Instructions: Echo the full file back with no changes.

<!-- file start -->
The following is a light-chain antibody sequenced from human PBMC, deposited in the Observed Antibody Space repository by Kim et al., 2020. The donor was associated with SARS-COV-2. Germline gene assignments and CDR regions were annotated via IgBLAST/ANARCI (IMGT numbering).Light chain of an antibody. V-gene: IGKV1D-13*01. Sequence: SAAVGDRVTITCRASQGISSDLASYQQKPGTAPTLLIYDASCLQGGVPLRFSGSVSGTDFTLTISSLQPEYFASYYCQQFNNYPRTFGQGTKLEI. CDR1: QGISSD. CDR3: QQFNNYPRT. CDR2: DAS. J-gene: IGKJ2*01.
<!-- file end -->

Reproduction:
The following is a light-chain antibody sequenced from human PBMC, deposited in the Observed Antibody Space repository by Kim et al., 2020. The donor was associated with SARS-COV-2. Germline gene assignments and CDR regions were annotated via IgBLAST/ANARCI (IMGT numbering).Light chain of an antibody. V-gene: IGKV1D-13*01. Sequence: SAAVGDRVTITCRASQGISSDLASYQQKPGTAPTLLIYDASCLQGGVPLRFSGSVSGTDFTLTISSLQPEYFASYYCQQFNNYPRTFGQGTKLEI. CDR1: QGISSD. CDR3: QQFNNYPRT. CDR2: DAS. J-gene: IGKJ2*01.